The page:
Column / Investigation
The Crisis in British Journalism
Byline Times investigates media monopolies, their proximity to politicians, and how the punditocracy doesn't hold power to account
Thanks to managers at the BBC, the outgoing Kuenssberg repeated lies rather than challenging them, says former BBC journalist Patrick Howse
Former BBC reporter Patrick Howse explains why comments this week by the corporation's head of editorial policy to a House of Lords committee are so concerning when it comes to the BBC's mission to 'inform, educate and entertain'
Former BBC producer Patrick Howse explores why the broadcaster is unwilling to speak truth to power over Brexit
A ‘Disturbing’ Appointment: BBC Continues to Appease Its Enemies as Sir Robbie Gibb is Welcomed to the Board
The appointment of a Brexiter member of the Conservative Party who has slammed the Corporation for its ‘woke-dominated group think’ is another worrying sign of its capture, says former BBC producer Patrick Howse
Former BBC reporter Patrick Howse speaks to those inside the corporation after Byline Times asked the BBC about its lack of coverage of Jennifer Arcuri’s new revelations of a four-year sexual affair with the now Prime Minister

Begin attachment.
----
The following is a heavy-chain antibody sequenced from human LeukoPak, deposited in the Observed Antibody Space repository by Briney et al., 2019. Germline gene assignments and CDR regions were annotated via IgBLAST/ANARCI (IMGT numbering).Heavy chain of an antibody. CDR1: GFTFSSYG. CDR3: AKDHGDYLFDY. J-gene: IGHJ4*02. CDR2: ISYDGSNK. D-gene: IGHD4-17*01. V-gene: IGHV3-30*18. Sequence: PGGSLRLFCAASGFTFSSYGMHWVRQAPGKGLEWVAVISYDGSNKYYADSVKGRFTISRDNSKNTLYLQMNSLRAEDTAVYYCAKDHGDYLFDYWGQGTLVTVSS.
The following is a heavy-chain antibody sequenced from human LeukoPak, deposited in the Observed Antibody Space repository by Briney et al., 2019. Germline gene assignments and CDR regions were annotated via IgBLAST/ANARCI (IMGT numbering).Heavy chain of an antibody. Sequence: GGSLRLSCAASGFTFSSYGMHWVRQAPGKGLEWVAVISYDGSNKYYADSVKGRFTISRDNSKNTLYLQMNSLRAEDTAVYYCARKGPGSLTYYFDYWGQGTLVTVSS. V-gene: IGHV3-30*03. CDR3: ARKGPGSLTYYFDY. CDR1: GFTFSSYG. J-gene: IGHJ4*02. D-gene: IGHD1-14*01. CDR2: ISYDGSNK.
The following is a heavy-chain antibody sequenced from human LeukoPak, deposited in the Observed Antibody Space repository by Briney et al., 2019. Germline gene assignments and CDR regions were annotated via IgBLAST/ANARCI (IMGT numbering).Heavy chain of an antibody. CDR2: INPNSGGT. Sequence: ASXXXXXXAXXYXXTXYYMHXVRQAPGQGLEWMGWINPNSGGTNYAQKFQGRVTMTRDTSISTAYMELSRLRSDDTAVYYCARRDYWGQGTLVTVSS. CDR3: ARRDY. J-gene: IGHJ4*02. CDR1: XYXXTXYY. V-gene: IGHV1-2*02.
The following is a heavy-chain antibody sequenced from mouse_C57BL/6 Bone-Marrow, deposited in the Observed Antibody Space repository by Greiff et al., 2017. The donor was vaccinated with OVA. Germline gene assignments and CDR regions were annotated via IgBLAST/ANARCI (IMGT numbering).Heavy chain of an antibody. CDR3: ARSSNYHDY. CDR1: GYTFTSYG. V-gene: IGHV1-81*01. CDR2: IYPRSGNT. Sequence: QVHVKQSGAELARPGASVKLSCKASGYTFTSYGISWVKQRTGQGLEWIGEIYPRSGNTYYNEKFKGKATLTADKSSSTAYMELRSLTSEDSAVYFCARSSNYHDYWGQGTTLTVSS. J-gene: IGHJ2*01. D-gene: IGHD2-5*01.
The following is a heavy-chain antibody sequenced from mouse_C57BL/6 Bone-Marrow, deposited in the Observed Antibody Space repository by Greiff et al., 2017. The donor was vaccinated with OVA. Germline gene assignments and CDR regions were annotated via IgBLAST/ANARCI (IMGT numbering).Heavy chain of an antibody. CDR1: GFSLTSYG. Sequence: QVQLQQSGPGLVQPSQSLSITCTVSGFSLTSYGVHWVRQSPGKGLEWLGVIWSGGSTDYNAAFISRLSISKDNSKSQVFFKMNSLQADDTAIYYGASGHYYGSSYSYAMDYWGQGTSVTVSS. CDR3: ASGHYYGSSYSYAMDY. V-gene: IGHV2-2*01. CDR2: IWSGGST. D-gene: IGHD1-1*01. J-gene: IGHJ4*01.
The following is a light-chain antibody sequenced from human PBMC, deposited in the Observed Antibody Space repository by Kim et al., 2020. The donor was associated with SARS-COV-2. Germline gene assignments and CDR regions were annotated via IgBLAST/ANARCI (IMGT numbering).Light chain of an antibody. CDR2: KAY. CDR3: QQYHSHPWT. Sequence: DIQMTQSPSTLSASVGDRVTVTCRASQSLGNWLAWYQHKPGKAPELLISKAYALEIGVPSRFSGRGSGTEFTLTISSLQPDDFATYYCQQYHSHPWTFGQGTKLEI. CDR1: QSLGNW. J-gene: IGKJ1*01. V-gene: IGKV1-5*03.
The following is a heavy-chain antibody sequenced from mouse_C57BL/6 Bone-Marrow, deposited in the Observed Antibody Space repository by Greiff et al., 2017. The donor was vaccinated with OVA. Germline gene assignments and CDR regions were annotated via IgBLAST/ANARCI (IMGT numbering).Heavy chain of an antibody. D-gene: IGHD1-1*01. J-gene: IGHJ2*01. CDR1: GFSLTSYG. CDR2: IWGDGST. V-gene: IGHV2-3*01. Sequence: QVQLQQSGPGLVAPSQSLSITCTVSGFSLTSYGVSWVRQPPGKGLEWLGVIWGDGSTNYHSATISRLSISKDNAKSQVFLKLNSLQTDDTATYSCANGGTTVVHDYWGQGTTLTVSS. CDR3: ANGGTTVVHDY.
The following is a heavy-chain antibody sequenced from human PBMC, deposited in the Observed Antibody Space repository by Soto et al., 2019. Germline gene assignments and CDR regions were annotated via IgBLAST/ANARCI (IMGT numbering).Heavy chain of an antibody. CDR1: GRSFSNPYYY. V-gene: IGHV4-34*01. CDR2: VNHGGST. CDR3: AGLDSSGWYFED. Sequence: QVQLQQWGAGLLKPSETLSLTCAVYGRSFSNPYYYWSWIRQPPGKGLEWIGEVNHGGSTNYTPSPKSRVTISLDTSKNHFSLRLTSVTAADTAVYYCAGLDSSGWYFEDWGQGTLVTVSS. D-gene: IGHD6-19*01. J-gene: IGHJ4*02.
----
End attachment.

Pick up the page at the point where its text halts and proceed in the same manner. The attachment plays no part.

The corporation’s biggest mistake was to court and give a platform to extreme voices, says former BBC journalist Patrick Howse
As the national broadcaster continues to provide a platform for Coronavirus fringe science, Patrick Howse explores how its airing of opinions not evidence, and prioritisation of political – rather than health – reporters could be lethal during the COVID-19 crisis
Patrick Howse reviews a new book about the forces raging against the BBC, and offers some solutions to the broadcaster’s current predicament
Former BBC reporter and producer Patrick Howse explores what Any Questions’ decision to invite former Brexit MEP Claire Fox onto the show reveals about the corporation’s wider problems
Former BBC producer Patrick Howse considers the different approaches of Laura Kuenssberg and Emily Maitlis and what this tells us about the state of the public service broadcaster.
Former BBC producer Patrick Howse demolishes the arguments about the license fee but hears Tony Hall has been a 'Useful Idiot' for those who want to destroy the public service broadcaster.
Patrick Howse spent decades reporting news for the BBC, risking life and limb. He believed in Auntie's credo. But the former producer says the corporation's unquestioning Brexit coverage has now crossed the line.